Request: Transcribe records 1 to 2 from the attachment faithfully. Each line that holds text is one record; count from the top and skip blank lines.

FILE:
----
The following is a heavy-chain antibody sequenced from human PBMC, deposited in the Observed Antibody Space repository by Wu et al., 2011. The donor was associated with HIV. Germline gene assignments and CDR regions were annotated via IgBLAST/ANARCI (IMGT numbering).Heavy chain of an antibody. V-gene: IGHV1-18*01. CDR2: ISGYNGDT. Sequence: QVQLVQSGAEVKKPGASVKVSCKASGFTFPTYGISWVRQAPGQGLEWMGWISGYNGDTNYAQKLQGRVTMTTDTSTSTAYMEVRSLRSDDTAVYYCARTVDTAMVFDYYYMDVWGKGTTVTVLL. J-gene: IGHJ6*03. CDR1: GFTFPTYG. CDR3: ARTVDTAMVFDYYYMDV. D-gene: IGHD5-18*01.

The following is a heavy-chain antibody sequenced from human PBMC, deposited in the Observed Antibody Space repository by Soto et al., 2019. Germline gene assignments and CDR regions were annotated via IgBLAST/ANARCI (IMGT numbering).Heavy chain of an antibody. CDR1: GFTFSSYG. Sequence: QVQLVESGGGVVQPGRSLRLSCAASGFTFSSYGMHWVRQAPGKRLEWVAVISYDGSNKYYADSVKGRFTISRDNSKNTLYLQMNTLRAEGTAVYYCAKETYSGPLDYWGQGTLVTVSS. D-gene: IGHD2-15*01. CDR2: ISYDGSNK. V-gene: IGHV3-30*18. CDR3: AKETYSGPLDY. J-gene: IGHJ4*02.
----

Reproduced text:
The following is a heavy-chain antibody sequenced from human PBMC, deposited in the Observed Antibody Space repository by Wu et al., 2011. The donor was associated with HIV. Germline gene assignments and CDR regions were annotated via IgBLAST/ANARCI (IMGT numbering).Heavy chain of an antibody. V-gene: IGHV1-18*01. CDR2: ISGYNGDT. Sequence: QVQLVQSGAEVKKPGASVKVSCKASGFTFPTYGISWVRQAPGQGLEWMGWISGYNGDTNYAQKLQGRVTMTTDTSTSTAYMEVRSLRSDDTAVYYCARTVDTAMVFDYYYMDVWGKGTTVTVLL. J-gene: IGHJ6*03. CDR1: GFTFPTYG. CDR3: ARTVDTAMVFDYYYMDV. D-gene: IGHD5-18*01.

The following is a heavy-chain antibody sequenced from human PBMC, deposited in the Observed Antibody Space repository by Soto et al., 2019. Germline gene assignments and CDR regions were annotated via IgBLAST/ANARCI (IMGT numbering).Heavy chain of an antibody. CDR1: GFTFSSYG. Sequence: QVQLVESGGGVVQPGRSLRLSCAASGFTFSSYGMHWVRQAPGKRLEWVAVISYDGSNKYYADSVKGRFTISRDNSKNTLYLQMNTLRAEGTAVYYCAKETYSGPLDYWGQGTLVTVSS. D-gene: IGHD2-15*01. CDR2: ISYDGSNK. V-gene: IGHV3-30*18. CDR3: AKETYSGPLDY. J-gene: IGHJ4*02.